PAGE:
As a result, Prime Minister Scott Morrison missed his target to vaccinate four million Aussies by the end of March by 85 per cent.

Then in April the Australian Technical Advisory Group on Immunisation advised that Australia's main vaccine and the only one it can make onshore, the AstraZeneca jab, should not be given to patients under 50 due to a very rare but serious blood-clot side effect.

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The move threw the rollout into chaos as the government scrambled to secure more doses of Pfizer, its only other approved vaccine, and pushed back its aim to give everyone a first dose by October to December.

Pfizer agreed to sell Australia 20 million more doses, doubling the existing total, but said they would not all arrive until the end of the year.

Mr Morrison admitted that the change had huge implications for the vaccination program, saying: 'Now, that was a big shock to the roll-out and they are events outside of the government's control.'

The change also prompted an increase in hesitancy as an Essential survey found 16 per cent of Aussies said they would not get vaccinated, up from 12 per cent in March, and the portion willing to get vaccinated as soon as possible slumped from 47 per cent to 42 per cent.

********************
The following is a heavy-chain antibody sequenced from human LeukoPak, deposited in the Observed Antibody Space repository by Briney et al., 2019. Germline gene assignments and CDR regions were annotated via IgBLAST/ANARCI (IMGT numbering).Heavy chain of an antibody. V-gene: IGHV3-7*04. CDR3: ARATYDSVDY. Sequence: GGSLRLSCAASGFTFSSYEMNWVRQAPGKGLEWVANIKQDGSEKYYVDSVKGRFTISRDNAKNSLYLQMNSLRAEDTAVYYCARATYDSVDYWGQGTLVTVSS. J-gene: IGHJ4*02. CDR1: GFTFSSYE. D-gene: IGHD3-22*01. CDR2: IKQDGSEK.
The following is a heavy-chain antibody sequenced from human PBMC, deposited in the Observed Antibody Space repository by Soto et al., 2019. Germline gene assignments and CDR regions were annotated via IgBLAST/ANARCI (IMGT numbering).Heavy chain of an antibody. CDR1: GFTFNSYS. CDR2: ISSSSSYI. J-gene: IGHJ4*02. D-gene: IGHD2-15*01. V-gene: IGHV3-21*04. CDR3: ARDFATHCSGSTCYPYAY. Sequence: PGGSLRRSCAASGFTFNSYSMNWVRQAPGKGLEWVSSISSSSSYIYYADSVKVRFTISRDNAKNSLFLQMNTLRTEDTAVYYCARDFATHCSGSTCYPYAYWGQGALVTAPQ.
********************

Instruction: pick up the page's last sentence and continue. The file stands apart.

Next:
Then in June, the experts changed the advice again, recommending that only people over 60 get the AstraZeneca jab after 12 more cases of blood clots were recorded in a week, seven in their 50s.

Officials made their decision based on a risk-benefit analysis which took into account that Australia had very low levels of Covid-19 due to its tough international border closure.

Dr Jamal Rifi, who owns Belmore Medical Centre in western Sydney, told the ABC: 'People talk about hesitancy or reluctance, it's well beyond that. It's a refusal of patients to have the AstraZeneca.'

On July 8, the government announced a deal with Pfizer to bring forward its deliveries to secure at least a million vaccines a week from July 19.

Read more

Doctor urges Australians to get the Covid vaccine .
An Australian doctor has urged younger Australians to consider the AstraZeneca Covid vaccine, saying the risk from an adverse reaction to peanuts is higher. Dr Kean-Seng Lim from Mt Druitt in Sydney's west said NSW is in a situation where for those in hotspot areas, getting a vaccine as a priority may be better than waiting for Pfizer vaccine. Australia's peak authority on vaccines ATAGI recommends Pfizer for people aged under 60 because of a very rare blood-clot side-effect linked to AstraZeneca - but anyone over 18 can access this option if the provide 'informed consent'.